Once executed, a simple curl command lets you view the metrics.

# HELP python_gc_objects_collected_total Objects collected during gc
# TYPE python_gc_objects_collected_total counter
python_gc_objects_collected_total{generation="0"} 322.0
python_gc_objects_collected_total{generation="1"} 43.0
python_gc_objects_collected_total{generation="2"} 0.0
# HELP python_gc_objects_uncollectable_total Uncollectable object found during GC
# TYPE python_gc_objects_uncollectable_total counter
python_gc_objects_uncollectable_total{generation="0"} 0.0
python_gc_objects_uncollectable_total{generation="1"} 0.0
python_gc_objects_uncollectable_total{generation="2"} 0.0
# HELP python_gc_collections_total Number of times this generation was collected
# TYPE python_gc_collections_total counter
python_gc_collections_total{generation="0"} 38.0
python_gc_collections_total{generation="1"} 3.0
python_gc_collections_total{generation="2"} 0.0
# HELP python_info Python platform information
# TYPE python_info gauge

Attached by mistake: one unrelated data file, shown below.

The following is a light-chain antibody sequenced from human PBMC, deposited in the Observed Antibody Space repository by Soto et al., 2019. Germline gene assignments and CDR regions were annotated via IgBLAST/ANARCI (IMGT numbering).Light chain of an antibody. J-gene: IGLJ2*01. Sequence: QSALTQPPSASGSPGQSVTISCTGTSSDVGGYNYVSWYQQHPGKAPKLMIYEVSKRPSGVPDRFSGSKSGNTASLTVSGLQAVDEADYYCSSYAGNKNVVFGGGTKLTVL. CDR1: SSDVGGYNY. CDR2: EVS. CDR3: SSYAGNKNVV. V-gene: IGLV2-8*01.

python_info{implementation="CPython",major="3",minor="9",patchlevel="2",version="3.9.2"} 1.0
# HELP request_processing_seconds Time spent processing request
# TYPE request_processing_seconds summary
request_processing_seconds_count 21.0
request_processing_seconds_sum 8.899460147999998
# HELP request_processing_seconds_created Time spent processing request
# TYPE request_processing_seconds_created gauge
request_processing_seconds_created 1.619795017426719e+09

A snake in the container πŸ“¦

As you can probably anticipate, the next logical move is to containerize this server and roll it out on your ideal Kubernetes cluster

For this, it’s straightforward. Create your Dockerfile like this:

FROM python:3.9-slim

COPY . /app/

RUN pip install prometheus-client

CMD python -u src/

And run it, making sure to map your container’s port.

docker build -t kkonovod/pyprom:latest .
docker run --name pyprom -dp kkonovod/pyprom:latest

As mentioned earlier, curl to view the metrics.

To conclude this section, there’s one last essential step: pushing your image to Docker Hub. This can be done in three simple steps:

  1. docker login to authenticate,
  2. docker build -t <user>/pyprom:latest . to build with your Docker Hub username,
  3. docker push <user>/pyprom to push the image to Docker Hub.

After this, your image will be publicly accessible and can be used by our upcoming Kubernetes pod!


All Hands on Deck 🚒 (Without Helm)

Now, it’s time to deploy everything into a cluster. Let’s dive in!

⚠️ We won’t cover Kubernetes cluster creation here, but you can refer to this article for installation methods based on Rancher.

To deploy everything into a Kubernetes cluster, we’ll need several components:

  • A pod where our container will run.
  • A service to expose the pod.